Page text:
The Chilean government has arrested and exiled a dozen prominent opposition political leaders to remote mountain villages in what observers here see as the first dose of a political crackdown hinted at by President Augusto Pinochet after his referendum victory 12 days ago.

The 11 men and one woman were arrested Friday at what a government spokesman said was a "clandestine political meeting' and exiled over the weekend to scantily populated shepherd villages, all over 10,000 feet in altitude, in the barren Andean range separating northernmost Chile from Bolivia.

All 12 are members of the centrist Christian Democratic Party, Chile's largest single party and the strongest opposition to the military government. All political activity was banned by the military government after the 1973 coup and leftist parties were outlawed. The Christian Democratic Party was banned last March after holding a party election but no reprisals were taken against party leaders. Party activities and private meetings have been unofficially tolerated until now.

The government gave no reasons or charges for the deportations and cited only the powers to arrest and deport provided for by the state of siege decreed in September 1973. The 12 were arrested by regular detectives at an office in central Santiago.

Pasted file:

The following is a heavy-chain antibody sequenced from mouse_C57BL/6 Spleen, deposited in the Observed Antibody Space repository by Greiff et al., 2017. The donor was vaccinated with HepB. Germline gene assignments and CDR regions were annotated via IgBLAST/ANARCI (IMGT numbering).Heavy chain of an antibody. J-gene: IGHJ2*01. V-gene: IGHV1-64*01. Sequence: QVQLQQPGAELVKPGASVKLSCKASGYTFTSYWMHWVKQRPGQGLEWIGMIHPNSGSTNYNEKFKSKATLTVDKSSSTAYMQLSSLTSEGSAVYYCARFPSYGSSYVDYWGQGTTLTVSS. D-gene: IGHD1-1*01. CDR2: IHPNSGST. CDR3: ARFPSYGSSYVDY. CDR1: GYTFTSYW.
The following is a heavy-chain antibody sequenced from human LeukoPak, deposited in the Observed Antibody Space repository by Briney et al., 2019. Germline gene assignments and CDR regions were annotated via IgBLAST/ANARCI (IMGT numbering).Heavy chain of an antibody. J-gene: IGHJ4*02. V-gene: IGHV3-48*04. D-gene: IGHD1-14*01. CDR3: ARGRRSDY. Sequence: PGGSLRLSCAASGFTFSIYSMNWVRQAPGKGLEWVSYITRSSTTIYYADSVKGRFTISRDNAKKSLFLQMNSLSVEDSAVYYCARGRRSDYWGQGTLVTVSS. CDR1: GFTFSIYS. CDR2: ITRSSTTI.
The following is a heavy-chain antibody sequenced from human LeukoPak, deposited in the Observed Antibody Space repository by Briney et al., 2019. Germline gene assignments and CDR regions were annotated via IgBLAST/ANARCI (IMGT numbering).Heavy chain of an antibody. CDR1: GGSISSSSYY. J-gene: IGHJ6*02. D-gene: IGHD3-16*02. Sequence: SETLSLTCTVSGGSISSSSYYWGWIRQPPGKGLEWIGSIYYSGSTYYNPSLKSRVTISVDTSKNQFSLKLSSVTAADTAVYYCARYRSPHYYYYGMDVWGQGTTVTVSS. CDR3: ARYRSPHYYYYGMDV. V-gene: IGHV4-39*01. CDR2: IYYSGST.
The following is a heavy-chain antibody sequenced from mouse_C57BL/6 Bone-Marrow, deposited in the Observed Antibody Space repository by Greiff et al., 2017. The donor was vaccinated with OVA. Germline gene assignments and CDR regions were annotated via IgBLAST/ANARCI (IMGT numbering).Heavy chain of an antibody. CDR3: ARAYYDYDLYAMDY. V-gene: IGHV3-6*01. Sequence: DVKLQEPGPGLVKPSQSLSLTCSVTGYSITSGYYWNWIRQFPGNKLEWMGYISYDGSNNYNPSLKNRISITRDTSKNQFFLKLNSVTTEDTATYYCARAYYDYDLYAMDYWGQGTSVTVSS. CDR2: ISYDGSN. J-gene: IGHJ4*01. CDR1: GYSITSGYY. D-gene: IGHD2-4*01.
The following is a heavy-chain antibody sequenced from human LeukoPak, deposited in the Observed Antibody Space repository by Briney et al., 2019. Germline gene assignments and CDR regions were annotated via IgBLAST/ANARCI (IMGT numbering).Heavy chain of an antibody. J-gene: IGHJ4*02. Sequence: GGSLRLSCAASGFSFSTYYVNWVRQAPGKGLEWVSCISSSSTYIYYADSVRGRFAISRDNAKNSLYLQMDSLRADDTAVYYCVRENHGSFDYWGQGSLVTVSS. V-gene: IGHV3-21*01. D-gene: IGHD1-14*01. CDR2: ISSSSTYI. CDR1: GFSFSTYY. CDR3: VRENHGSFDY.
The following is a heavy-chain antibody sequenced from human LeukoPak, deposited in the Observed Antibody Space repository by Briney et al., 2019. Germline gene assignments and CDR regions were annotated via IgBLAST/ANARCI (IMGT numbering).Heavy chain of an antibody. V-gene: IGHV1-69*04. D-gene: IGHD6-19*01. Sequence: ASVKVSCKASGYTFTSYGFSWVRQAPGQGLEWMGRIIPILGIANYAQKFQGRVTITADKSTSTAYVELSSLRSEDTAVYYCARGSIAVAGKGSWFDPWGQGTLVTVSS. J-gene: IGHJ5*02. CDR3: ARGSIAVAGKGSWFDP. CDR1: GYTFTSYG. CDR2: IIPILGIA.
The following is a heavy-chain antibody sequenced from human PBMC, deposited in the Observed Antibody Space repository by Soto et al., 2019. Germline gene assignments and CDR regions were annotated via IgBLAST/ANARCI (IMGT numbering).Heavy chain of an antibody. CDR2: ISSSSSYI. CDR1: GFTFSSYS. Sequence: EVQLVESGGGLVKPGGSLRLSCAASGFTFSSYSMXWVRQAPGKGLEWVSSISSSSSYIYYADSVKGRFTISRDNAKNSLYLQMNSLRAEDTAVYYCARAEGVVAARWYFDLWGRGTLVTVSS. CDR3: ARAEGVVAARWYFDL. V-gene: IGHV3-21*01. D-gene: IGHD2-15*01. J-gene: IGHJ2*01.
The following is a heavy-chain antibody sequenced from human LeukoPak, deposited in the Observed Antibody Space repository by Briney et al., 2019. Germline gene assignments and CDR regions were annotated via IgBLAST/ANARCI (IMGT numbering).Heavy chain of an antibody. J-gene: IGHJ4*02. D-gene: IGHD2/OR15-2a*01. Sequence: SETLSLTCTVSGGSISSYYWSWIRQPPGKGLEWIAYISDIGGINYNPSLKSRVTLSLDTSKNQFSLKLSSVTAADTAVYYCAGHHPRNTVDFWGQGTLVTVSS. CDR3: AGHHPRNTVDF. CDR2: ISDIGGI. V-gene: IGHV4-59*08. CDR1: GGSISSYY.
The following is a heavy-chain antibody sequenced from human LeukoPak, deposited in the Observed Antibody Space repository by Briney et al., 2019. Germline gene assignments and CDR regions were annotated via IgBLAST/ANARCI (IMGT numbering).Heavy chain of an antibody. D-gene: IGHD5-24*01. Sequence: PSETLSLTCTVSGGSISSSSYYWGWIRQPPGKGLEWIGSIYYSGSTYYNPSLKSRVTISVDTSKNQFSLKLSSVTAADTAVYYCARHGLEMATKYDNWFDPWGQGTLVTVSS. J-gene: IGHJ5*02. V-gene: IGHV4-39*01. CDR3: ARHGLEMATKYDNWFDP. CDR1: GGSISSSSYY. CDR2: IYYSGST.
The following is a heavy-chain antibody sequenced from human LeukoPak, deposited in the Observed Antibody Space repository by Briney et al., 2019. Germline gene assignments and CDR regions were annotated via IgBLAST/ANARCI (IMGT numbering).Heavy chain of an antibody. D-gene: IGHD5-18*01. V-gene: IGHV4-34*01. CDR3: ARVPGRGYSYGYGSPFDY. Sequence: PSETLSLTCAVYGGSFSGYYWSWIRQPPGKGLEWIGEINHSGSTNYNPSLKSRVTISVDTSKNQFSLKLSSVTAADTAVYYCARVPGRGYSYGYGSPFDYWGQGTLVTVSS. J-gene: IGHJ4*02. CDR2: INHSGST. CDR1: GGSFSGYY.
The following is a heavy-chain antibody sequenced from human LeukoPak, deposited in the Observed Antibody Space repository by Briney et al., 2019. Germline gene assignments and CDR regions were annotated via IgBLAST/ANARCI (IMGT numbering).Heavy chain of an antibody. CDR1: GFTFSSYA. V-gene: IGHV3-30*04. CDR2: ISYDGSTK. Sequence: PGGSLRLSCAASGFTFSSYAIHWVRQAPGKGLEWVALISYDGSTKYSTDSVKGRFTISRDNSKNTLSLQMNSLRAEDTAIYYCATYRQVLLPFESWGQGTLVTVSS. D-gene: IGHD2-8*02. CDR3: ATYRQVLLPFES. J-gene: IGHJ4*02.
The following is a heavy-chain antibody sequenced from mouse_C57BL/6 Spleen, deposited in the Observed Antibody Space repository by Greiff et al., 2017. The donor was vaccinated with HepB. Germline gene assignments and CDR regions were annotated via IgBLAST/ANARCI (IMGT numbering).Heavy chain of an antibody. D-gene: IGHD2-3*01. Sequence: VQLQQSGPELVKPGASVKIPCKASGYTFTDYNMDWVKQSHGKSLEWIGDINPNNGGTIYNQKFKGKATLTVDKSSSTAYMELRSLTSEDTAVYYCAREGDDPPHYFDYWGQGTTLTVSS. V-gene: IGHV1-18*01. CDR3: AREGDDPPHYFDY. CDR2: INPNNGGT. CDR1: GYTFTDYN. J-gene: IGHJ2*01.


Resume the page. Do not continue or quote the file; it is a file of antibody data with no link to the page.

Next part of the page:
The pro government press and two television stations had apparently been tipped off about the raid and reporters and cameramen appeared on the scene about 10 minutes after the detectives.

Political activity is banned by various decrees of the military junta but the term has never been precisely defined and no one has ever been prosecuted in Chilean courts under the decree.

The state of siege deportation procedure is not subject to scrutiny by the civilian courts.

The Christian Democrats led the movement two weeks ago to vote "no" in the referendum as a sign of disapproval of Pinochet and the military regime. Results announced by the government show 75 per cent of "yes" votes for a resolution supporting the Pinochet government against foreign criticism about the status of human rights here.

The Christian Democratic Party protested the results and the government-controlled vote count on the grounds that the state of siege and a government-mounted publicity barrage constituted unfair psychological pressure on voters.

In a speech after the voting, Pinochet announced that elections, a Christian Democratic demand shared by the underground leftist parties, woudl nto be held for at least 10 years. In a reference directed at the intense opposition activities before the vote he warned: "Mr. Politician, it's all over for you."

Those deported include Tomas Reyes, about 64, the former president of the Chilean senate and second to party president Andres Zaldidar in the party hierarchy, and two former members of the chamber of Deputies. Also deported was university student leader Guillermo Yunge, one of the leaders of the first public street protests two weeks ago against the Pinochet regime in the days prior to the Jan. 4 referendum.

The former deputies are Andres Aylwin, a lawyer who has worked since the coup in human rights defense cases and Samuel Astorga. Two others in the group are Juan Manuel Sepulveda and Hernan Mery, leaders of the Christian Democrat-oriented opposition labor federation known as the Group of Ten the others arrested are Delisario Velasco, Elias Sanchez, Enrique Hernandez, Juan Reyes Saldias and Georgina Aceltuno.